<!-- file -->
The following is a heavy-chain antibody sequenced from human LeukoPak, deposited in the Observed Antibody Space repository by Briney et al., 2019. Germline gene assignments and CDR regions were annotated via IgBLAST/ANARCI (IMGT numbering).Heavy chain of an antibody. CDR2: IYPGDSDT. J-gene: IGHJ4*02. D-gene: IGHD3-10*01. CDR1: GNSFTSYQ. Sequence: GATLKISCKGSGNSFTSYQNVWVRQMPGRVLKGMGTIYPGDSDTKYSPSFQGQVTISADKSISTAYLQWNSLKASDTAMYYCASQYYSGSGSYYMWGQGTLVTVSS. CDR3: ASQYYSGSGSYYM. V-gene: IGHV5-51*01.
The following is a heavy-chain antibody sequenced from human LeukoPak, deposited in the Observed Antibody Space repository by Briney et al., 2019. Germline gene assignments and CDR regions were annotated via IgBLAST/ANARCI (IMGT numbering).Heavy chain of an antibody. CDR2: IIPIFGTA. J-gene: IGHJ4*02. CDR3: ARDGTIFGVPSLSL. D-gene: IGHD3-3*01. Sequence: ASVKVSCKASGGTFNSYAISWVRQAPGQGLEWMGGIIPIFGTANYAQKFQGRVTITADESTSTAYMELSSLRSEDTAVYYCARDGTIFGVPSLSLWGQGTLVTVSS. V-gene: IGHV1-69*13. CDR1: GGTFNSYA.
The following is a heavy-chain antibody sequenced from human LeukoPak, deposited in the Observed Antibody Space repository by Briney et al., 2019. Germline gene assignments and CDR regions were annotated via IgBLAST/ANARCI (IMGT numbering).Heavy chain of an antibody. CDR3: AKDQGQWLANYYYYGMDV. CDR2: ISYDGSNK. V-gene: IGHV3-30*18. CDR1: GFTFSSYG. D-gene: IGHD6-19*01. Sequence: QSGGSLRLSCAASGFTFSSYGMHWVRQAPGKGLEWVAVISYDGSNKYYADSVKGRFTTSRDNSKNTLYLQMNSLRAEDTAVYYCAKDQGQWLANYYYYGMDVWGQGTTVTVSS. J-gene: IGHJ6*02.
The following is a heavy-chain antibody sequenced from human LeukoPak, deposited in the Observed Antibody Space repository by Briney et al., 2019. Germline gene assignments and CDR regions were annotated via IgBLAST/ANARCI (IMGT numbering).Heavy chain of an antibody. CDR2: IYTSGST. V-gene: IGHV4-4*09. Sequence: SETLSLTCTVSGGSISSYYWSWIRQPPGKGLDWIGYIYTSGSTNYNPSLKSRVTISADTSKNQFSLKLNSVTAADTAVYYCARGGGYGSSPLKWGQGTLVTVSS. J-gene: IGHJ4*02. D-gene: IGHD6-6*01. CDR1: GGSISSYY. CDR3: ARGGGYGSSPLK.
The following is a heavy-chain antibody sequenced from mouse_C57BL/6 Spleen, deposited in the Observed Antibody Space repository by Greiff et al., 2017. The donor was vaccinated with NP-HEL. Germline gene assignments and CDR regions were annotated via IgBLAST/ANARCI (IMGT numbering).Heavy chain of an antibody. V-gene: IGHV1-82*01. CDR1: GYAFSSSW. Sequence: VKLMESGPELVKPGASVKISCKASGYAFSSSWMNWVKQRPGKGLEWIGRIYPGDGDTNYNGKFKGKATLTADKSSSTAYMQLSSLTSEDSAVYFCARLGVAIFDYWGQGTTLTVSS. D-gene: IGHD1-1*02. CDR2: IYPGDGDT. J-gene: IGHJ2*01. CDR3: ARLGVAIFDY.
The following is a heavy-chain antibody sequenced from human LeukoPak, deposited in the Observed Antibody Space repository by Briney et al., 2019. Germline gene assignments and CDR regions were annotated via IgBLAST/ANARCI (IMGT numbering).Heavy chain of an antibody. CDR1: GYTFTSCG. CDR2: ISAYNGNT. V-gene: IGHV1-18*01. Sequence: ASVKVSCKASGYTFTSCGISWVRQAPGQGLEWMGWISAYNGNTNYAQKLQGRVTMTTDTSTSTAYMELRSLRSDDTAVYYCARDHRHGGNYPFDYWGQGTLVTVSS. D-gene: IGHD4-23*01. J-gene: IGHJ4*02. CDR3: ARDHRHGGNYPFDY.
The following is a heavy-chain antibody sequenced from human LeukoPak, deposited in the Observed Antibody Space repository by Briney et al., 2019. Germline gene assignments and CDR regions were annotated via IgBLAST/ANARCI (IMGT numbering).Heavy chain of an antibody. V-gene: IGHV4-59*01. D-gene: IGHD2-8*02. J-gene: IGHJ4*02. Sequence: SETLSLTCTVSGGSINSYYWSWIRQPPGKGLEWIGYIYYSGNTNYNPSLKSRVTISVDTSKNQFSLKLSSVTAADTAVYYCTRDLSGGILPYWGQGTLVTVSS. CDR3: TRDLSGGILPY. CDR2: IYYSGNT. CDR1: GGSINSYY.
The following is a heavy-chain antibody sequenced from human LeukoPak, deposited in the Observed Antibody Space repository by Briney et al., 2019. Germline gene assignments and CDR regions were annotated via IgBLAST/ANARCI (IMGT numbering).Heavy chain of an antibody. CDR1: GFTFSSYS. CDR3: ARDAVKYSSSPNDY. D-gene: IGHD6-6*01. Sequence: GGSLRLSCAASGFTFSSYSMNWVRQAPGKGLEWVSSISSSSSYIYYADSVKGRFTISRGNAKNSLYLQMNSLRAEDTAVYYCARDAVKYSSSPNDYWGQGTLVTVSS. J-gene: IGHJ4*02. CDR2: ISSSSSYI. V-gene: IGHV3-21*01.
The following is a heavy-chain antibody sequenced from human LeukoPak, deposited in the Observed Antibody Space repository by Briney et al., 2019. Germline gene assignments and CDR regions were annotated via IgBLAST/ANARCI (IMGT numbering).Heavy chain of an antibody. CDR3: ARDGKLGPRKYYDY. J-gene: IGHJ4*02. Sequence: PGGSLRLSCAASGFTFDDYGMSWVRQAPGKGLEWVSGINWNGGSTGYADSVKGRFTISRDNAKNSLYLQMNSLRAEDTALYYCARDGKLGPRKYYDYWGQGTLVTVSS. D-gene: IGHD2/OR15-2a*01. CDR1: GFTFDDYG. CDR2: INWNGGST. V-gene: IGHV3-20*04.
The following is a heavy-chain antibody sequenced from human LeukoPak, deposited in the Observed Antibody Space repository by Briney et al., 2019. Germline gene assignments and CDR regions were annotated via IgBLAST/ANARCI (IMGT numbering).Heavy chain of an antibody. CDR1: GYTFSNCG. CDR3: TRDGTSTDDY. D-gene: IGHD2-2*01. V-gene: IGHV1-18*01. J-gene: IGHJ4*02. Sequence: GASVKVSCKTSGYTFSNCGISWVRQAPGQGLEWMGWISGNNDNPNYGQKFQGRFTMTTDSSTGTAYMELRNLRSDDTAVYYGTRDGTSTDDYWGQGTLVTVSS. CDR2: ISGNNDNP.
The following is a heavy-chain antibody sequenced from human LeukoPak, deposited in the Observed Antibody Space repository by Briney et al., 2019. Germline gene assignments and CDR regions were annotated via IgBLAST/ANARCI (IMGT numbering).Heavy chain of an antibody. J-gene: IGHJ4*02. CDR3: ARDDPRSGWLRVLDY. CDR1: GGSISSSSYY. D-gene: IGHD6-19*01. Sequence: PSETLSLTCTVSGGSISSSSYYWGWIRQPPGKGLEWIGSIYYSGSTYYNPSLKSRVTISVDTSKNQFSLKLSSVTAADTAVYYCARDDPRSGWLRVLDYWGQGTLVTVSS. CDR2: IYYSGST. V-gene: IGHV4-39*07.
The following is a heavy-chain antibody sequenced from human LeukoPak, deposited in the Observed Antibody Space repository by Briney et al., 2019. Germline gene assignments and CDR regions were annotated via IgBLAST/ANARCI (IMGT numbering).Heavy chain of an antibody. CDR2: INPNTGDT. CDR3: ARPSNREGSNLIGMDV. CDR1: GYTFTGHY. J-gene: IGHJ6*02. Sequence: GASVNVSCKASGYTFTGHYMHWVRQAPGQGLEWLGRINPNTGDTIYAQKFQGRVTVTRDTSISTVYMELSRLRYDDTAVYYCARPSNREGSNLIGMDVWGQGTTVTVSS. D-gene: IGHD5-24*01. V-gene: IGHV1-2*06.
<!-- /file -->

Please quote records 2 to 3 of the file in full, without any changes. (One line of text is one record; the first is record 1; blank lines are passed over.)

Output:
The following is a heavy-chain antibody sequenced from human LeukoPak, deposited in the Observed Antibody Space repository by Briney et al., 2019. Germline gene assignments and CDR regions were annotated via IgBLAST/ANARCI (IMGT numbering).Heavy chain of an antibody. CDR2: IIPIFGTA. J-gene: IGHJ4*02. CDR3: ARDGTIFGVPSLSL. D-gene: IGHD3-3*01. Sequence: ASVKVSCKASGGTFNSYAISWVRQAPGQGLEWMGGIIPIFGTANYAQKFQGRVTITADESTSTAYMELSSLRSEDTAVYYCARDGTIFGVPSLSLWGQGTLVTVSS. V-gene: IGHV1-69*13. CDR1: GGTFNSYA.
The following is a heavy-chain antibody sequenced from human LeukoPak, deposited in the Observed Antibody Space repository by Briney et al., 2019. Germline gene assignments and CDR regions were annotated via IgBLAST/ANARCI (IMGT numbering).Heavy chain of an antibody. CDR3: AKDQGQWLANYYYYGMDV. CDR2: ISYDGSNK. V-gene: IGHV3-30*18. CDR1: GFTFSSYG. D-gene: IGHD6-19*01. Sequence: QSGGSLRLSCAASGFTFSSYGMHWVRQAPGKGLEWVAVISYDGSNKYYADSVKGRFTTSRDNSKNTLYLQMNSLRAEDTAVYYCAKDQGQWLANYYYYGMDVWGQGTTVTVSS. J-gene: IGHJ6*02.